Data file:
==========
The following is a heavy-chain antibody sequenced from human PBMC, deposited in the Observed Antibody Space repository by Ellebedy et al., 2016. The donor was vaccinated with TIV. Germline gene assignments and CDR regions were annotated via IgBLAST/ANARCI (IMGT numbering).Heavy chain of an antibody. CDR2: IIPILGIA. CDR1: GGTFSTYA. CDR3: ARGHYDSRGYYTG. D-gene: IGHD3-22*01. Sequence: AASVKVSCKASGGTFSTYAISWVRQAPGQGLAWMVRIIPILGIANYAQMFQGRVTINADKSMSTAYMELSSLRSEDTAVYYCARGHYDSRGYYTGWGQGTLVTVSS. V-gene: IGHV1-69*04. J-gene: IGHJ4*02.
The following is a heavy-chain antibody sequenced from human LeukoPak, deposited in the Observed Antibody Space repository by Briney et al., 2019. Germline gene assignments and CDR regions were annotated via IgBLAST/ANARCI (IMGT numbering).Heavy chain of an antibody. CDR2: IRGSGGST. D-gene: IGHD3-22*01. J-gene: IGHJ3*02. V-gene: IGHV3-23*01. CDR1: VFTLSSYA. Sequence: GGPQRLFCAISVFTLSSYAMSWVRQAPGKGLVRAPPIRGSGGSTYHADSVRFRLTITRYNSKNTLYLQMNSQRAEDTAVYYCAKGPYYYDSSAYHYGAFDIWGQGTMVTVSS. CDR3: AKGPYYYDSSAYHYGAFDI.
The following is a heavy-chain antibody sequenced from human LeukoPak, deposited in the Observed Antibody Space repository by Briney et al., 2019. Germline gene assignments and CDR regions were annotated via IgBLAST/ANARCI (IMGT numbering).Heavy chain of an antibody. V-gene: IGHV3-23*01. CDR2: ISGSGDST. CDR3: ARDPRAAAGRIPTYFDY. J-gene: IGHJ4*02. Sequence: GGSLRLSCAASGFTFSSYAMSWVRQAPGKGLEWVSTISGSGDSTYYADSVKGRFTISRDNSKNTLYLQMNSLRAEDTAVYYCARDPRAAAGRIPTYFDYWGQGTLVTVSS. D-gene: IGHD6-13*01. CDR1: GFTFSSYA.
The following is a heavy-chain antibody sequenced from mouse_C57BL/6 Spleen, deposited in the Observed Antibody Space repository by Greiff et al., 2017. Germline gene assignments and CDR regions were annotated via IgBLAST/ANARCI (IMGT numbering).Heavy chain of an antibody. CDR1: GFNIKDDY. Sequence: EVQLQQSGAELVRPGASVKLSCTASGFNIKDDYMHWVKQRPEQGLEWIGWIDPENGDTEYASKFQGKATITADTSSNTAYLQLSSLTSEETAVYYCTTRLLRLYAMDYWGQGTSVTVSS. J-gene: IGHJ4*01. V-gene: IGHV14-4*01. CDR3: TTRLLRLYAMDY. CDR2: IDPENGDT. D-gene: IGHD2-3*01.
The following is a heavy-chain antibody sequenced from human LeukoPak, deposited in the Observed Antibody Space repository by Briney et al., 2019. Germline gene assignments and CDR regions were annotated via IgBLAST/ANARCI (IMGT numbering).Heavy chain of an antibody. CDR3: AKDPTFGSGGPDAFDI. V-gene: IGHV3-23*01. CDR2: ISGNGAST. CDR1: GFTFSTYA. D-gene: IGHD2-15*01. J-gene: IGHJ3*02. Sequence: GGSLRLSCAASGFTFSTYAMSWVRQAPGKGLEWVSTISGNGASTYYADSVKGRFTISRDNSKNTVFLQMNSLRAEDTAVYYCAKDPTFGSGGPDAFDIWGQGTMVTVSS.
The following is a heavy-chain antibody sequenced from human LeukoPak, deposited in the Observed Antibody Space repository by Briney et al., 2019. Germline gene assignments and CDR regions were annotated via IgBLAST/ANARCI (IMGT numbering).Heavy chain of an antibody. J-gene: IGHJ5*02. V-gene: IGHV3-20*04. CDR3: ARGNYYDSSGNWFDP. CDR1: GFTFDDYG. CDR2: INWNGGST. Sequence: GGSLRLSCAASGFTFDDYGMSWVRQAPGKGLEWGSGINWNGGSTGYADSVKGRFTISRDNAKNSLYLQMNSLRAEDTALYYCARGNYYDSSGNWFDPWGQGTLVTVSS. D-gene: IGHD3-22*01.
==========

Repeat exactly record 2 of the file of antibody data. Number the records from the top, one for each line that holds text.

The following is a heavy-chain antibody sequenced from human LeukoPak, deposited in the Observed Antibody Space repository by Briney et al., 2019. Germline gene assignments and CDR regions were annotated via IgBLAST/ANARCI (IMGT numbering).Heavy chain of an antibody. CDR2: IRGSGGST. D-gene: IGHD3-22*01. J-gene: IGHJ3*02. V-gene: IGHV3-23*01. CDR1: VFTLSSYA. Sequence: GGPQRLFCAISVFTLSSYAMSWVRQAPGKGLVRAPPIRGSGGSTYHADSVRFRLTITRYNSKNTLYLQMNSQRAEDTAVYYCAKGPYYYDSSAYHYGAFDIWGQGTMVTVSS. CDR3: AKGPYYYDSSAYHYGAFDI.